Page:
Tempering different types of chocolate

Here is some additional information about the different types of chocolate and how to temper them:

Dark chocolate: Dark chocolate is chocolate that is made with cocoa solids, cocoa butter, and sugar, with little to no milk solids added. It has a deep, rich flavor and a high cocoa content, usually ranging from 60-99% cocoa solids. Dark chocolate is typically tempered at a temperature of between 82-84°F (28-29°C).

Milk chocolate: Milk chocolate is chocolate that is made with cocoa solids, cocoa butter, milk solids, and sugar. It has a creamy, sweet flavor and a lower cocoa content, usually ranging from 10-50% cocoa solids. Milk chocolate is typically tempered at a temperature of between 75-80°F (24-27°C).

White chocolate: White chocolate is made with cocoa butter, milk solids, and sugar, but it does not contain any cocoa solids. It has a creamy, sweet flavor and a smooth, pale yellow color. White chocolate is typically tempered at a temperature of between 75-80°F (24-27°C).

When tempering chocolate, it is important to use a thermometer to ensure that the chocolate is at the correct temperature. This is especially important for milk and white chocolate, which have a narrow temperature range and can be more prone to overheating or under-heating.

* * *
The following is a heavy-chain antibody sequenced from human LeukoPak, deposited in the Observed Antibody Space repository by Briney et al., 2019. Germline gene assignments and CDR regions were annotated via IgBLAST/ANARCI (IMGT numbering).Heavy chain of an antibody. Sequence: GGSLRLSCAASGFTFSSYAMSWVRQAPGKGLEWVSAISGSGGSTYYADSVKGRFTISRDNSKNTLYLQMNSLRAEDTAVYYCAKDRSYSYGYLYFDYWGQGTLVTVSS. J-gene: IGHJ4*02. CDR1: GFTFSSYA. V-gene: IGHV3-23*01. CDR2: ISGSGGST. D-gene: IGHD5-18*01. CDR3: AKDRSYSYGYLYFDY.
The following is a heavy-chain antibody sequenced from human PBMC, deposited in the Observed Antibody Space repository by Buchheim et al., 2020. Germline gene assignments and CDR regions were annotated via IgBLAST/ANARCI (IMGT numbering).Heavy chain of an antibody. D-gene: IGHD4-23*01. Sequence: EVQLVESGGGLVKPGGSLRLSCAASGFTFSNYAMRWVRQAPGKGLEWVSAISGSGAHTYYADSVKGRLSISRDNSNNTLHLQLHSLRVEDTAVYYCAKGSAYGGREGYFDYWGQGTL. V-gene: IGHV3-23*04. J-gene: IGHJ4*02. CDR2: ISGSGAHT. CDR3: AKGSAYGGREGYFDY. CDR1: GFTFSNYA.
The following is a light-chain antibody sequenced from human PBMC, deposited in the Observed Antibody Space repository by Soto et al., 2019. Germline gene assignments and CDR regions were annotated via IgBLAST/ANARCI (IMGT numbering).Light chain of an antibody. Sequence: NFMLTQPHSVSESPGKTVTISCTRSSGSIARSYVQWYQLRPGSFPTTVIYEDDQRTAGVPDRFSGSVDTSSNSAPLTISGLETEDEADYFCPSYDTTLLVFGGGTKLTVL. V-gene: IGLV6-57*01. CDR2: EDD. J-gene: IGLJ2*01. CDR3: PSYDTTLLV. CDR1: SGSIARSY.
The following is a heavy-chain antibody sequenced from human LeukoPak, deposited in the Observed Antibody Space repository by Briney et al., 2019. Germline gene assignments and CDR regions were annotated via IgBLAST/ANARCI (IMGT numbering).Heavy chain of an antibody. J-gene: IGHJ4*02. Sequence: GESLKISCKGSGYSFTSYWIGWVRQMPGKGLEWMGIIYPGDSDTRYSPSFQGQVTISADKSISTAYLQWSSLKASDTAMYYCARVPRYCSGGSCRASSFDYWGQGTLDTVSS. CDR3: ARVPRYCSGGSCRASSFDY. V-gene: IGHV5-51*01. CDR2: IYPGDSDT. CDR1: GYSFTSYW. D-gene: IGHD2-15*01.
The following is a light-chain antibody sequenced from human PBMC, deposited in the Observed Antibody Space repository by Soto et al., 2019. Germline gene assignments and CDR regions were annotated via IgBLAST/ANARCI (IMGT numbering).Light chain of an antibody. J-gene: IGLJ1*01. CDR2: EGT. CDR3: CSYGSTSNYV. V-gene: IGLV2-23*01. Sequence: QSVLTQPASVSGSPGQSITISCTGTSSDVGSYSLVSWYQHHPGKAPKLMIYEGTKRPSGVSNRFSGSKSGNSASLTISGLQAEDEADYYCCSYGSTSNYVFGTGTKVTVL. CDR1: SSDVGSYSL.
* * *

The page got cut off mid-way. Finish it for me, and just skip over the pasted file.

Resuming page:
It is also important to use good-quality chocolate when tempering, as lower-quality chocolate may not temper as well and may be more prone to blooming or other problems.

It's important to note that tempering chocolate can be a bit of a finicky process, and it may take some practice to get it right. If you are new to tempering chocolate, it may be helpful to start with a smaller batch of chocolate until you get the hang of it.


If you are tempering chocolate and you have mixed it but there are still a few chunks that haven't dissolved fully, there are a few things you can try to help dissolve the remaining chunks:

  1. Try heating the chocolate a little bit more, being careful not to overheat it. This can help to melt any remaining chunks and ensure that the chocolate is fully melted and smooth.

  2. Stir the chocolate vigorously to help break up any remaining chunks. You can use a spatula or a whisk to do this.

  3. If the chocolate is still not fully melted, you can try adding a small amount of oil, such as coconut oil or vegetable oil, to help smooth it out. Just be sure to use a flavorless oil, as any added flavors could affect the taste of the chocolate.

If none of these methods work, you may need to start over with a new batch of chocolate. It is important to fully melt the chocolate and achieve a smooth consistency in order to properly temper it and achieve a smooth, shiny finish on your finished chocolate.

Once you have mastered the art of tempering chocolate, you will be able to create all sorts of delicious treats, including chocolate truffles, chocolate-covered strawberries, chocolate bars, and more. With a little patience and practice, you'll be a pro at tempering chocolate in no time!